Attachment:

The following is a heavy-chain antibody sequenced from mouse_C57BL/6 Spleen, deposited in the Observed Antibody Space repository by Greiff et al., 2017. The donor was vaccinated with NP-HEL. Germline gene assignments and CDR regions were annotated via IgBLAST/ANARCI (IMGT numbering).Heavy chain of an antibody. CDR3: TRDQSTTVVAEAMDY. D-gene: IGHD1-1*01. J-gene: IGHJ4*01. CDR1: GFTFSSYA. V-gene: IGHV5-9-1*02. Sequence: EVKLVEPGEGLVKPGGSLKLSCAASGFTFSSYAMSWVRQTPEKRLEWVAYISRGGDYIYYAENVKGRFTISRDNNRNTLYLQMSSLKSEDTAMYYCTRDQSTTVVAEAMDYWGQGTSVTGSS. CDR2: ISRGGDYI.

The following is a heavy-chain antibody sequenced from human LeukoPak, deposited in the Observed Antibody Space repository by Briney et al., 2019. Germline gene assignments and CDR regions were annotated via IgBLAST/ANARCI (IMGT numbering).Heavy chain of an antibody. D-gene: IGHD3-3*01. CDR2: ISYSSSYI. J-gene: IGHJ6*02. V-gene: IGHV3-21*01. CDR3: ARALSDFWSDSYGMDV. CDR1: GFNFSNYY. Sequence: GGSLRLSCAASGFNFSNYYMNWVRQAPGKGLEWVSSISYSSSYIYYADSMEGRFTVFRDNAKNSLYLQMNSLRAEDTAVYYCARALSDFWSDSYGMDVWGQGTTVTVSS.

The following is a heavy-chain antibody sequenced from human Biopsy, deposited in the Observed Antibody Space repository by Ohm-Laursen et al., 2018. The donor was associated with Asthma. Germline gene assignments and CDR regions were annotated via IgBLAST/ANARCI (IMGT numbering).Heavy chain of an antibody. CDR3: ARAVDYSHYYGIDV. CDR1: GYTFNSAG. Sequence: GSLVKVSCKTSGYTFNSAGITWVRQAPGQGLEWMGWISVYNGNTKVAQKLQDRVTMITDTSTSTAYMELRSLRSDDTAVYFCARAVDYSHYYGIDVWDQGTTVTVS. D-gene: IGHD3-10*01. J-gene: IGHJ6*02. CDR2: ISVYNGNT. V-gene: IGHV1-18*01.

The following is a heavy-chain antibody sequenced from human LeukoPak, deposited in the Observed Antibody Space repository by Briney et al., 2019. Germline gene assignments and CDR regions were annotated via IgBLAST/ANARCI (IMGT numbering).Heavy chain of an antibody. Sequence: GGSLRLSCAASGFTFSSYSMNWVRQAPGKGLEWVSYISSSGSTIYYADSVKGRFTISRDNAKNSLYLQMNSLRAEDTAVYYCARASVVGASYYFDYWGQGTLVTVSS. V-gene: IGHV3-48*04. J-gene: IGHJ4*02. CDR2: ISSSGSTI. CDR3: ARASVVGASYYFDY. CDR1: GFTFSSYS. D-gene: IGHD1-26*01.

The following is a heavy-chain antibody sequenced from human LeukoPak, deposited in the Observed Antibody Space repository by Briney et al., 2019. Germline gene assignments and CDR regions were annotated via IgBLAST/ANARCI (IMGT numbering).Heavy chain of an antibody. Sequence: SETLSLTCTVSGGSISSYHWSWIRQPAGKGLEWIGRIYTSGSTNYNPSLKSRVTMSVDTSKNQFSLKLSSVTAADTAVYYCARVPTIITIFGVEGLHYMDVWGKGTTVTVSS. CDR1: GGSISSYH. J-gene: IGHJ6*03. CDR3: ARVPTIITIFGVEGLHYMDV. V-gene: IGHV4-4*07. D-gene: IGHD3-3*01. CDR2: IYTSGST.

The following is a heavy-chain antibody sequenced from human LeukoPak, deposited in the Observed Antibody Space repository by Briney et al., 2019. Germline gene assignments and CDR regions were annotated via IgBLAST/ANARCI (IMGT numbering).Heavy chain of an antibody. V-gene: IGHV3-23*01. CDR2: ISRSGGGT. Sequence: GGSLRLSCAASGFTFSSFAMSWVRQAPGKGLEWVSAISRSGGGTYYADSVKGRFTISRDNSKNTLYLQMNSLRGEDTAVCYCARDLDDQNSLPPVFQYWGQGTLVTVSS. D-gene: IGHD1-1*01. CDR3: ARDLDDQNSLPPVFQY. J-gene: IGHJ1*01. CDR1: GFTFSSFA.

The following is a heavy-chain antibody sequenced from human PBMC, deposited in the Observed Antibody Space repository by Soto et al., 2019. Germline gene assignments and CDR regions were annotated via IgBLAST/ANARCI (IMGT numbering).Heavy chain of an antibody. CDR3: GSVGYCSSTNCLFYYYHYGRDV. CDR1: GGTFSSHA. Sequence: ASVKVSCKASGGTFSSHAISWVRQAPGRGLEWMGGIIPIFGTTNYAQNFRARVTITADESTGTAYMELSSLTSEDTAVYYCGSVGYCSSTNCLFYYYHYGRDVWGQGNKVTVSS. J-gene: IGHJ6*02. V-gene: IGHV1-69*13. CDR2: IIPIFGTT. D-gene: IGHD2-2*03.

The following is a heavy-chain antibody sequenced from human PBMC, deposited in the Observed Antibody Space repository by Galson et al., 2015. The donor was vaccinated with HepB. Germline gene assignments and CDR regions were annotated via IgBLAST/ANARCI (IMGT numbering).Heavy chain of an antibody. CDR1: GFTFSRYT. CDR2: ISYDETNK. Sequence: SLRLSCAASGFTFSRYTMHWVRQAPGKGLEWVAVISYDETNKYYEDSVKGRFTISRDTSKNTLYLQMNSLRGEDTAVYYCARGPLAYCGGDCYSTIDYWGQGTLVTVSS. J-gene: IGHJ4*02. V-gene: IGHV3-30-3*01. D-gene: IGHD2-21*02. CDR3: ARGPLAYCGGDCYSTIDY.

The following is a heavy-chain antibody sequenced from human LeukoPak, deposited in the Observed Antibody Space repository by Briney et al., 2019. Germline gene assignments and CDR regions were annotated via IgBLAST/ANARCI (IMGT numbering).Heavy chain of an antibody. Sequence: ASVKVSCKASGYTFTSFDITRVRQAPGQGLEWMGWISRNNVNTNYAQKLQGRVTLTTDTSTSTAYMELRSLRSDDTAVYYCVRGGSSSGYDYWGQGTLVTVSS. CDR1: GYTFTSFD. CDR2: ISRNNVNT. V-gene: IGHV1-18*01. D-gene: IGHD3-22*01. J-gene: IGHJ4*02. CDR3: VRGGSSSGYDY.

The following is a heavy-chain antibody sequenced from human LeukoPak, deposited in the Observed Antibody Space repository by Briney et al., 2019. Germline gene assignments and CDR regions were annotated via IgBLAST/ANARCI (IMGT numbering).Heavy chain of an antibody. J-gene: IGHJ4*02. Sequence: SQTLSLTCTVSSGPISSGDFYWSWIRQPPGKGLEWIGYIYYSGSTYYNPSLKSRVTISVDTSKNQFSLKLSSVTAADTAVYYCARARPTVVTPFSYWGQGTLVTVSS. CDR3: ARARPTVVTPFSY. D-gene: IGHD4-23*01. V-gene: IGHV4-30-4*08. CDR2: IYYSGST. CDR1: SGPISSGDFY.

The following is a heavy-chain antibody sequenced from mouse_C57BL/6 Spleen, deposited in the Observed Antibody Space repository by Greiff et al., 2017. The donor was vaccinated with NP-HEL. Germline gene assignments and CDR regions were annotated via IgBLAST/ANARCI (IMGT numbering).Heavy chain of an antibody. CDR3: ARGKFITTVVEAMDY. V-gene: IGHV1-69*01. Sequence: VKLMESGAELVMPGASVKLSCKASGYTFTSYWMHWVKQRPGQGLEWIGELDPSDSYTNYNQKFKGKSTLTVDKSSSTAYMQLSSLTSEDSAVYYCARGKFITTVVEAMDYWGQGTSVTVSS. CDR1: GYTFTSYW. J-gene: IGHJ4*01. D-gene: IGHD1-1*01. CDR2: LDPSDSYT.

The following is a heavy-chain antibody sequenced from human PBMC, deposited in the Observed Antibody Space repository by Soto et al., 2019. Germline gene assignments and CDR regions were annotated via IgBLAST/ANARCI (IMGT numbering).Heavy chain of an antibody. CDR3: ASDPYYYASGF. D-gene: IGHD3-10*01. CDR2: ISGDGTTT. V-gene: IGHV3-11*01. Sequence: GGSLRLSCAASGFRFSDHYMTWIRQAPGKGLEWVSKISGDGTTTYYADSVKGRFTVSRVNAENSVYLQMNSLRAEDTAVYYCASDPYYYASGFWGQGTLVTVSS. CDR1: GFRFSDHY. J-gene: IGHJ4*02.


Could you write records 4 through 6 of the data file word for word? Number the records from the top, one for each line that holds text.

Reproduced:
The following is a heavy-chain antibody sequenced from human LeukoPak, deposited in the Observed Antibody Space repository by Briney et al., 2019. Germline gene assignments and CDR regions were annotated via IgBLAST/ANARCI (IMGT numbering).Heavy chain of an antibody. Sequence: GGSLRLSCAASGFTFSSYSMNWVRQAPGKGLEWVSYISSSGSTIYYADSVKGRFTISRDNAKNSLYLQMNSLRAEDTAVYYCARASVVGASYYFDYWGQGTLVTVSS. V-gene: IGHV3-48*04. J-gene: IGHJ4*02. CDR2: ISSSGSTI. CDR3: ARASVVGASYYFDY. CDR1: GFTFSSYS. D-gene: IGHD1-26*01.

The following is a heavy-chain antibody sequenced from human LeukoPak, deposited in the Observed Antibody Space repository by Briney et al., 2019. Germline gene assignments and CDR regions were annotated via IgBLAST/ANARCI (IMGT numbering).Heavy chain of an antibody. Sequence: SETLSLTCTVSGGSISSYHWSWIRQPAGKGLEWIGRIYTSGSTNYNPSLKSRVTMSVDTSKNQFSLKLSSVTAADTAVYYCARVPTIITIFGVEGLHYMDVWGKGTTVTVSS. CDR1: GGSISSYH. J-gene: IGHJ6*03. CDR3: ARVPTIITIFGVEGLHYMDV. V-gene: IGHV4-4*07. D-gene: IGHD3-3*01. CDR2: IYTSGST.

The following is a heavy-chain antibody sequenced from human LeukoPak, deposited in the Observed Antibody Space repository by Briney et al., 2019. Germline gene assignments and CDR regions were annotated via IgBLAST/ANARCI (IMGT numbering).Heavy chain of an antibody. V-gene: IGHV3-23*01. CDR2: ISRSGGGT. Sequence: GGSLRLSCAASGFTFSSFAMSWVRQAPGKGLEWVSAISRSGGGTYYADSVKGRFTISRDNSKNTLYLQMNSLRGEDTAVCYCARDLDDQNSLPPVFQYWGQGTLVTVSS. D-gene: IGHD1-1*01. CDR3: ARDLDDQNSLPPVFQY. J-gene: IGHJ1*01. CDR1: GFTFSSFA.